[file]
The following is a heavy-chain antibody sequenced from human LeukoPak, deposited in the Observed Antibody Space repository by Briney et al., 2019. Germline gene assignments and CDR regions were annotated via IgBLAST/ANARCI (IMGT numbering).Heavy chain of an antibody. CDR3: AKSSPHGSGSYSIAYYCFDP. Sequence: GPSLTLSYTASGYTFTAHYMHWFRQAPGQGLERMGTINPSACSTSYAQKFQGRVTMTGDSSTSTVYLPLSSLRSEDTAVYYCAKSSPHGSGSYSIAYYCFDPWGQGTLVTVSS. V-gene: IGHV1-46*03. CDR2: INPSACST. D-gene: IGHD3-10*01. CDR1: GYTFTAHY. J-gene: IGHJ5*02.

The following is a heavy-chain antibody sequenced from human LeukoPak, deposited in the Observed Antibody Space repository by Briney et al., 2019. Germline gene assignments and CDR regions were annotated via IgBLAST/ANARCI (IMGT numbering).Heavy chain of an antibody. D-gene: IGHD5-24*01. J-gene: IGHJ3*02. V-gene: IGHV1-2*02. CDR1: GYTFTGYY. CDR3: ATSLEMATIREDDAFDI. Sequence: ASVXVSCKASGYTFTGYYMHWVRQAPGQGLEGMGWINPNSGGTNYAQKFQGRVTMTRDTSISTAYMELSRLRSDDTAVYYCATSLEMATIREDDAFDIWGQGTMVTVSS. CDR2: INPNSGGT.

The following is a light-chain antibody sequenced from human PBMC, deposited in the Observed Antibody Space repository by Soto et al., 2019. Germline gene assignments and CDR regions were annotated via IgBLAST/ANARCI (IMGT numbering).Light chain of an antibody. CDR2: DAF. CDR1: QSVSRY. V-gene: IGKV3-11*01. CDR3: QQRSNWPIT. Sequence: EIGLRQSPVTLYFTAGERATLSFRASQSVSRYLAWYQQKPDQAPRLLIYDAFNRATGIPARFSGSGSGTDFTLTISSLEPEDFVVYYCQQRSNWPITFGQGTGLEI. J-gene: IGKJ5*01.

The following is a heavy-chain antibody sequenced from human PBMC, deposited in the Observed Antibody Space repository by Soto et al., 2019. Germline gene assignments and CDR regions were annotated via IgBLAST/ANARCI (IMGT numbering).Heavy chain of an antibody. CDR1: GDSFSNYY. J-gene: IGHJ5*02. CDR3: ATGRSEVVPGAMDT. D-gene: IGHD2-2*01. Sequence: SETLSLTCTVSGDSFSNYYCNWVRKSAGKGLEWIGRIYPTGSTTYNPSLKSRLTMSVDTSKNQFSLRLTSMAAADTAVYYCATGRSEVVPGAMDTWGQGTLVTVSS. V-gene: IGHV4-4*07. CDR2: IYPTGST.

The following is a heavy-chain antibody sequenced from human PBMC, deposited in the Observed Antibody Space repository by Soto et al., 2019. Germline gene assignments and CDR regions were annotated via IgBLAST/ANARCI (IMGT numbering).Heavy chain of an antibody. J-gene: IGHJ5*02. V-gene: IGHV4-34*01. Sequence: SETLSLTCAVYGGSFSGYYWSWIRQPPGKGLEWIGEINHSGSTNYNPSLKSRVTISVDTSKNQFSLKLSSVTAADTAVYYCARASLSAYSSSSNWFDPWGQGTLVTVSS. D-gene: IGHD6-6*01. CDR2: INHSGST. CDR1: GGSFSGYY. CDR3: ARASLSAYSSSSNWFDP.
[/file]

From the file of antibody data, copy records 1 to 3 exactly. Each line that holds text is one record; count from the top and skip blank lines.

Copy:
The following is a heavy-chain antibody sequenced from human LeukoPak, deposited in the Observed Antibody Space repository by Briney et al., 2019. Germline gene assignments and CDR regions were annotated via IgBLAST/ANARCI (IMGT numbering).Heavy chain of an antibody. CDR3: AKSSPHGSGSYSIAYYCFDP. Sequence: GPSLTLSYTASGYTFTAHYMHWFRQAPGQGLERMGTINPSACSTSYAQKFQGRVTMTGDSSTSTVYLPLSSLRSEDTAVYYCAKSSPHGSGSYSIAYYCFDPWGQGTLVTVSS. V-gene: IGHV1-46*03. CDR2: INPSACST. D-gene: IGHD3-10*01. CDR1: GYTFTAHY. J-gene: IGHJ5*02.

The following is a heavy-chain antibody sequenced from human LeukoPak, deposited in the Observed Antibody Space repository by Briney et al., 2019. Germline gene assignments and CDR regions were annotated via IgBLAST/ANARCI (IMGT numbering).Heavy chain of an antibody. D-gene: IGHD5-24*01. J-gene: IGHJ3*02. V-gene: IGHV1-2*02. CDR1: GYTFTGYY. CDR3: ATSLEMATIREDDAFDI. Sequence: ASVXVSCKASGYTFTGYYMHWVRQAPGQGLEGMGWINPNSGGTNYAQKFQGRVTMTRDTSISTAYMELSRLRSDDTAVYYCATSLEMATIREDDAFDIWGQGTMVTVSS. CDR2: INPNSGGT.

The following is a light-chain antibody sequenced from human PBMC, deposited in the Observed Antibody Space repository by Soto et al., 2019. Germline gene assignments and CDR regions were annotated via IgBLAST/ANARCI (IMGT numbering).Light chain of an antibody. CDR2: DAF. CDR1: QSVSRY. V-gene: IGKV3-11*01. CDR3: QQRSNWPIT. Sequence: EIGLRQSPVTLYFTAGERATLSFRASQSVSRYLAWYQQKPDQAPRLLIYDAFNRATGIPARFSGSGSGTDFTLTISSLEPEDFVVYYCQQRSNWPITFGQGTGLEI. J-gene: IGKJ5*01.